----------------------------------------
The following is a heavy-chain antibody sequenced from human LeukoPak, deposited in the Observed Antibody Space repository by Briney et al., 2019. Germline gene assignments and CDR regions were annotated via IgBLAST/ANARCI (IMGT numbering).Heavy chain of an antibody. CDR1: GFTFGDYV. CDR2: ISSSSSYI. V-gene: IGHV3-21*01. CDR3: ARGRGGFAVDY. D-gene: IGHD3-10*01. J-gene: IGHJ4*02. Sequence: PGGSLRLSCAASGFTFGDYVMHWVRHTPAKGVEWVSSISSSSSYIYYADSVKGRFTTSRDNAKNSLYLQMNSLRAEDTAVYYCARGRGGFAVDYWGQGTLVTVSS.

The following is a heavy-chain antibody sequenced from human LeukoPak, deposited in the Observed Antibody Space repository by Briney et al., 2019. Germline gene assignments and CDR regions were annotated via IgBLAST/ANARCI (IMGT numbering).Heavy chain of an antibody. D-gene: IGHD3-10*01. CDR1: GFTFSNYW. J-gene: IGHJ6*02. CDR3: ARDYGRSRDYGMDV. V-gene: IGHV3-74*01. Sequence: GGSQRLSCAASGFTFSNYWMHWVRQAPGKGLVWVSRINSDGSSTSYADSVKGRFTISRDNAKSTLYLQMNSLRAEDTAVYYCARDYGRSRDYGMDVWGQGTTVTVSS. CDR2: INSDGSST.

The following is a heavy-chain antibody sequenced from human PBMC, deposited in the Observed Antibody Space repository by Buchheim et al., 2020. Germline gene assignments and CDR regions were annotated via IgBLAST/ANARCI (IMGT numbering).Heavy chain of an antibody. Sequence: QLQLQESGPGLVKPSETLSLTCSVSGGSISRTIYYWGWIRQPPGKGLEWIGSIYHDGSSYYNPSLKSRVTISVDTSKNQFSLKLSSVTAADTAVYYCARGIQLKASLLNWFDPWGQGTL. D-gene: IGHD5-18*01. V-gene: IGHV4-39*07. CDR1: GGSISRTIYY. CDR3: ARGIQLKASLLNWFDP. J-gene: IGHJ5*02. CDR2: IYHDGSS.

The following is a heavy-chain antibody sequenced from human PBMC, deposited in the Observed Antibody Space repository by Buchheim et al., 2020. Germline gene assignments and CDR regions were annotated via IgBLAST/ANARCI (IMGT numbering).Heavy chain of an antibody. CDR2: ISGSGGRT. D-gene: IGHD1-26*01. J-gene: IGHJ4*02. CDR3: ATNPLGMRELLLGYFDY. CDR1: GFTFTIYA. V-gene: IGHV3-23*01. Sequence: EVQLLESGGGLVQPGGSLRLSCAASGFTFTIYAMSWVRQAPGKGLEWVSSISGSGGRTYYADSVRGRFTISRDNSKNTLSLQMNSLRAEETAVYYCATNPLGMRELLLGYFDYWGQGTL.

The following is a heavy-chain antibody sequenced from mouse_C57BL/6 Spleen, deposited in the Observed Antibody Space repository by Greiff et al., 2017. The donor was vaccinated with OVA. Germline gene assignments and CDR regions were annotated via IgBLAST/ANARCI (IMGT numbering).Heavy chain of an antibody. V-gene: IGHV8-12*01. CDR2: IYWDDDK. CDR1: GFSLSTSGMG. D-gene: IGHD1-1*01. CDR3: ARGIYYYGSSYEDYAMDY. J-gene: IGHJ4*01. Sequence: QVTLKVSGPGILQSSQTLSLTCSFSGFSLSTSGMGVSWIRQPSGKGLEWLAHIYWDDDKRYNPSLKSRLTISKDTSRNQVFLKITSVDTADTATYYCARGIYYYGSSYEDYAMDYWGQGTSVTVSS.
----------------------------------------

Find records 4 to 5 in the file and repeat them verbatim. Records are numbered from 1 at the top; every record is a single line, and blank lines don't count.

The following is a heavy-chain antibody sequenced from human PBMC, deposited in the Observed Antibody Space repository by Buchheim et al., 2020. Germline gene assignments and CDR regions were annotated via IgBLAST/ANARCI (IMGT numbering).Heavy chain of an antibody. CDR2: ISGSGGRT. D-gene: IGHD1-26*01. J-gene: IGHJ4*02. CDR3: ATNPLGMRELLLGYFDY. CDR1: GFTFTIYA. V-gene: IGHV3-23*01. Sequence: EVQLLESGGGLVQPGGSLRLSCAASGFTFTIYAMSWVRQAPGKGLEWVSSISGSGGRTYYADSVRGRFTISRDNSKNTLSLQMNSLRAEETAVYYCATNPLGMRELLLGYFDYWGQGTL.

The following is a heavy-chain antibody sequenced from mouse_C57BL/6 Spleen, deposited in the Observed Antibody Space repository by Greiff et al., 2017. The donor was vaccinated with OVA. Germline gene assignments and CDR regions were annotated via IgBLAST/ANARCI (IMGT numbering).Heavy chain of an antibody. V-gene: IGHV8-12*01. CDR2: IYWDDDK. CDR1: GFSLSTSGMG. D-gene: IGHD1-1*01. CDR3: ARGIYYYGSSYEDYAMDY. J-gene: IGHJ4*01. Sequence: QVTLKVSGPGILQSSQTLSLTCSFSGFSLSTSGMGVSWIRQPSGKGLEWLAHIYWDDDKRYNPSLKSRLTISKDTSRNQVFLKITSVDTADTATYYCARGIYYYGSSYEDYAMDYWGQGTSVTVSS.